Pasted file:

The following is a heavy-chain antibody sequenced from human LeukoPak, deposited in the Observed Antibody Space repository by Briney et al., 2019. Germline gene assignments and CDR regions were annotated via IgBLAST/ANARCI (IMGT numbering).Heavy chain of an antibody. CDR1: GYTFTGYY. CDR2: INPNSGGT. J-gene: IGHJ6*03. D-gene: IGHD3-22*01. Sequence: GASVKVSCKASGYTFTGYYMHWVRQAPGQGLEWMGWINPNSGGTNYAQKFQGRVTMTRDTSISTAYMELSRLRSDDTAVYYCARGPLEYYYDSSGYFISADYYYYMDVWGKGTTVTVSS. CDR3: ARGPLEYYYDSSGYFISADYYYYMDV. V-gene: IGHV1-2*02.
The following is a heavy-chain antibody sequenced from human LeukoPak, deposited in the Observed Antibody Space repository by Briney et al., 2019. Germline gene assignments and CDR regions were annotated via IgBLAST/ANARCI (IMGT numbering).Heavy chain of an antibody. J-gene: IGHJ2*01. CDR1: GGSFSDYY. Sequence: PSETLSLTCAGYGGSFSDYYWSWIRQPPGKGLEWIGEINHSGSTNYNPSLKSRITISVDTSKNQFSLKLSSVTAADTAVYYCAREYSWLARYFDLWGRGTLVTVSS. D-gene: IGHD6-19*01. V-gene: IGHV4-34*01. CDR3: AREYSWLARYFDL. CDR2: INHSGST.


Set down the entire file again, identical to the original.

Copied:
The following is a heavy-chain antibody sequenced from human LeukoPak, deposited in the Observed Antibody Space repository by Briney et al., 2019. Germline gene assignments and CDR regions were annotated via IgBLAST/ANARCI (IMGT numbering).Heavy chain of an antibody. CDR1: GYTFTGYY. CDR2: INPNSGGT. J-gene: IGHJ6*03. D-gene: IGHD3-22*01. Sequence: GASVKVSCKASGYTFTGYYMHWVRQAPGQGLEWMGWINPNSGGTNYAQKFQGRVTMTRDTSISTAYMELSRLRSDDTAVYYCARGPLEYYYDSSGYFISADYYYYMDVWGKGTTVTVSS. CDR3: ARGPLEYYYDSSGYFISADYYYYMDV. V-gene: IGHV1-2*02.
The following is a heavy-chain antibody sequenced from human LeukoPak, deposited in the Observed Antibody Space repository by Briney et al., 2019. Germline gene assignments and CDR regions were annotated via IgBLAST/ANARCI (IMGT numbering).Heavy chain of an antibody. J-gene: IGHJ2*01. CDR1: GGSFSDYY. Sequence: PSETLSLTCAGYGGSFSDYYWSWIRQPPGKGLEWIGEINHSGSTNYNPSLKSRITISVDTSKNQFSLKLSSVTAADTAVYYCAREYSWLARYFDLWGRGTLVTVSS. D-gene: IGHD6-19*01. V-gene: IGHV4-34*01. CDR3: AREYSWLARYFDL. CDR2: INHSGST.